spective, randomized clinical trial comparing vitrectomy to serial anti-VEGF injections is needed to determine the rela- tive efficacy and cost-effectiveness of these two treatments for CI-DME. Such an idea has been submitted to the DRCR network, which has the infrastructure enabling execution of such a trial. Relevant evidence for this protocol idea can be obtained from the International Consortium Investigating Early Vitrectomy in Diabetic Macular Edema Patients trial (clinical trials identifier #NCT02639507), a prospective, international, multicenter trial with standardized collection of VA and OCT data that is currently enrolling patients.
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Intravitreal vs. subtenon triamcinolone acetonide for the treatment of diabetic cystoid macular edema

Intravitreal vs. subtenon triamcinolone acetonide for the treatment of diabetic cystoid macular edema

This study demonstrates that three months after the intra- vitreal injection of TA and the subtenon injection of TA there is a statistically significant improvement in visual acuity and an equally significant reduction in retinal thickness. Six months after IVT the patients presented a recurrence of macular edema with loss of visual acuity whereas six months after SBT injection retinal thickness and visual acuity remained stable. After one, three and six months we observed a statistically significant rise of the IOP in the eyes treated with IVT injection whereas in the SBT injection group, no statistically significant variations of the IOP were found. None of patients developed cata- ract or needed anti-glaucoma drugs during the follow-up. Macular edema is the main cause of loss of visual acuity in diabetic patients [13,14]. It may occur at any stage of the retinal disorder and is the most common cause of sight reductions in these subjects.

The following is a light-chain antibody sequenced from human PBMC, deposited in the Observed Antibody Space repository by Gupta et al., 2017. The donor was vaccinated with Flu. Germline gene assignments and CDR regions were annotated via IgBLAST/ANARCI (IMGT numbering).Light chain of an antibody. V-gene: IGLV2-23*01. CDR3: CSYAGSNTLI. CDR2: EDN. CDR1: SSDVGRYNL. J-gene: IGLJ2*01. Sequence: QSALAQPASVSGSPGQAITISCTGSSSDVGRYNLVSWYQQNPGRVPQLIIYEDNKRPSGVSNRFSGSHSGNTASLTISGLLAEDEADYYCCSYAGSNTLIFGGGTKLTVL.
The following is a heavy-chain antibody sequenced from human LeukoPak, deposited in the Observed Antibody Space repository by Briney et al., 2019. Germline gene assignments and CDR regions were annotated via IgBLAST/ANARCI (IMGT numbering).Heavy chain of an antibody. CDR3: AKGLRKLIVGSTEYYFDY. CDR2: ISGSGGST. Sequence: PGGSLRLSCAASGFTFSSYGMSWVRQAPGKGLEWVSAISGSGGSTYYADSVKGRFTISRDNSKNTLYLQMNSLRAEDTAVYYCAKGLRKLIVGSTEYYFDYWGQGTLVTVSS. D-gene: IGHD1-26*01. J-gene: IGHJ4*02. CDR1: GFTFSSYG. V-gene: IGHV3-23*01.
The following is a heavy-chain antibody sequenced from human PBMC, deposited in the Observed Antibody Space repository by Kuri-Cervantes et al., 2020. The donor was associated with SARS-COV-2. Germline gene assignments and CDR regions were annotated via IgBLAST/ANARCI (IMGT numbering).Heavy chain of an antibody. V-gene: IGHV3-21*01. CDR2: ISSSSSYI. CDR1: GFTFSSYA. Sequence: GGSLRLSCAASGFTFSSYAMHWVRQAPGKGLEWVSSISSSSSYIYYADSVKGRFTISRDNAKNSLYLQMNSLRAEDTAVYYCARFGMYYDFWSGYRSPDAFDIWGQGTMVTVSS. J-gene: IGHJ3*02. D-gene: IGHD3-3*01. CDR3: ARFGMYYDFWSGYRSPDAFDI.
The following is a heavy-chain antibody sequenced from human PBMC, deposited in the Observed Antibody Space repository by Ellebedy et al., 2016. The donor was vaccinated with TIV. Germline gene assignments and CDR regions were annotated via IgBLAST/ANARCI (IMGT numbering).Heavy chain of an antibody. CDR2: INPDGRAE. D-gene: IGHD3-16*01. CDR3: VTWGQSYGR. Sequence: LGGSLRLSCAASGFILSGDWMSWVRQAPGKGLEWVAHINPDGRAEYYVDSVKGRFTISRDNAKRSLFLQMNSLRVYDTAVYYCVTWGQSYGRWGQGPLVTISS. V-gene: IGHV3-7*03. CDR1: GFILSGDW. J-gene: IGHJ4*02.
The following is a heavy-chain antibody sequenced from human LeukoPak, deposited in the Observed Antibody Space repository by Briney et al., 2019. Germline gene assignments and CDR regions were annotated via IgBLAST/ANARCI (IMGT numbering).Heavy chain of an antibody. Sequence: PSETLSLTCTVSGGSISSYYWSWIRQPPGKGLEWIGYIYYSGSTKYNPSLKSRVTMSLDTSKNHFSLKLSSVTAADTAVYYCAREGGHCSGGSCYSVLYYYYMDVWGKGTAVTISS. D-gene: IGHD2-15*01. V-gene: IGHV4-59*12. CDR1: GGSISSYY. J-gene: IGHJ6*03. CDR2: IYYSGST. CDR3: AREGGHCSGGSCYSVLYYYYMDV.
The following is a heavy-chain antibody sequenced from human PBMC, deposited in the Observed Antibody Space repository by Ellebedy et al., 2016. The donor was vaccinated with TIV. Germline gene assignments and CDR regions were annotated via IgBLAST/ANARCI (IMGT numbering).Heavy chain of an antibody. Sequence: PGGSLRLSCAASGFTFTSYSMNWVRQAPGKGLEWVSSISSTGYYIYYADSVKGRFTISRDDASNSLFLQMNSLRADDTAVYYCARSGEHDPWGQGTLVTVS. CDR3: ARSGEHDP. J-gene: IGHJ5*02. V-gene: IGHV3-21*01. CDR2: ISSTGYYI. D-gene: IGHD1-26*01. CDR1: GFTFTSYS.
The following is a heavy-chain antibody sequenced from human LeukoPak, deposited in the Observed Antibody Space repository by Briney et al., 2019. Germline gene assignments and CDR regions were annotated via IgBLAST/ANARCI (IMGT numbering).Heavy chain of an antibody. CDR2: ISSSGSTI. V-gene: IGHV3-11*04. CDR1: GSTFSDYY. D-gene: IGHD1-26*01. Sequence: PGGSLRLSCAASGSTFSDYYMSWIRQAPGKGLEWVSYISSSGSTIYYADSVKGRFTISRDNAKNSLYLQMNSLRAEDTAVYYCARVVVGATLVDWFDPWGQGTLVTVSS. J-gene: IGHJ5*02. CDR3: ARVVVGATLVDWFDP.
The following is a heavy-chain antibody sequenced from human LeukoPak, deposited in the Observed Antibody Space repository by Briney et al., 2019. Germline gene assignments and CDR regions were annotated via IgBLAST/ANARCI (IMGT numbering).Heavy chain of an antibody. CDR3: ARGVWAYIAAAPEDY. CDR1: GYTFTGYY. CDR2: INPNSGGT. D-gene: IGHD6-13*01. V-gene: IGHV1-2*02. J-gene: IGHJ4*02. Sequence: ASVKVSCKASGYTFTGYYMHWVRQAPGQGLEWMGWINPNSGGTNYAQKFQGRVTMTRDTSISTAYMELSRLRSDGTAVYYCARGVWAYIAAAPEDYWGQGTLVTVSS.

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Outer retinal tubulation in diabetic macular edema following anti-VEGF treatment

Outer retinal tubulation in diabetic macular edema following anti-VEGF treatment